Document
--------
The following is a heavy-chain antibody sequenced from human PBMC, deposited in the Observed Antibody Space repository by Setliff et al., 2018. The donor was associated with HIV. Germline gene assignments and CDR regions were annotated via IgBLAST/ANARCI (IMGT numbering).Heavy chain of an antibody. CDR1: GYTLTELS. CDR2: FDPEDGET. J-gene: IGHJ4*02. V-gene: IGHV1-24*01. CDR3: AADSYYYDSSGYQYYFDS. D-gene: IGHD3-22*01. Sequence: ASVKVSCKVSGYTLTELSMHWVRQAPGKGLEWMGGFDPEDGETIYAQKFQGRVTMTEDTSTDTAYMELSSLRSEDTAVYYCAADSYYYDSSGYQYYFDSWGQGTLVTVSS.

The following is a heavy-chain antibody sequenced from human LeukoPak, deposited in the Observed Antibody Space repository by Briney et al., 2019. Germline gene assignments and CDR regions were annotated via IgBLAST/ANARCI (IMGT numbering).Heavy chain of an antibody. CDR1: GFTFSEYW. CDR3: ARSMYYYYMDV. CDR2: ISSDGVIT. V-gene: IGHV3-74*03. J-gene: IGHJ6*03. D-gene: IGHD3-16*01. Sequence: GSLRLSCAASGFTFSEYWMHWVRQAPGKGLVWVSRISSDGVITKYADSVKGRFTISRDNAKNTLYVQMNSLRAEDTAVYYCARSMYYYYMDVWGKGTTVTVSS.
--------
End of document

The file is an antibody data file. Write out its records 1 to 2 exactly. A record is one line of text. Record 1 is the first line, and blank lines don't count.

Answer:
The following is a heavy-chain antibody sequenced from human PBMC, deposited in the Observed Antibody Space repository by Setliff et al., 2018. The donor was associated with HIV. Germline gene assignments and CDR regions were annotated via IgBLAST/ANARCI (IMGT numbering).Heavy chain of an antibody. CDR1: GYTLTELS. CDR2: FDPEDGET. J-gene: IGHJ4*02. V-gene: IGHV1-24*01. CDR3: AADSYYYDSSGYQYYFDS. D-gene: IGHD3-22*01. Sequence: ASVKVSCKVSGYTLTELSMHWVRQAPGKGLEWMGGFDPEDGETIYAQKFQGRVTMTEDTSTDTAYMELSSLRSEDTAVYYCAADSYYYDSSGYQYYFDSWGQGTLVTVSS.

The following is a heavy-chain antibody sequenced from human LeukoPak, deposited in the Observed Antibody Space repository by Briney et al., 2019. Germline gene assignments and CDR regions were annotated via IgBLAST/ANARCI (IMGT numbering).Heavy chain of an antibody. CDR1: GFTFSEYW. CDR3: ARSMYYYYMDV. CDR2: ISSDGVIT. V-gene: IGHV3-74*03. J-gene: IGHJ6*03. D-gene: IGHD3-16*01. Sequence: GSLRLSCAASGFTFSEYWMHWVRQAPGKGLVWVSRISSDGVITKYADSVKGRFTISRDNAKNTLYVQMNSLRAEDTAVYYCARSMYYYYMDVWGKGTTVTVSS.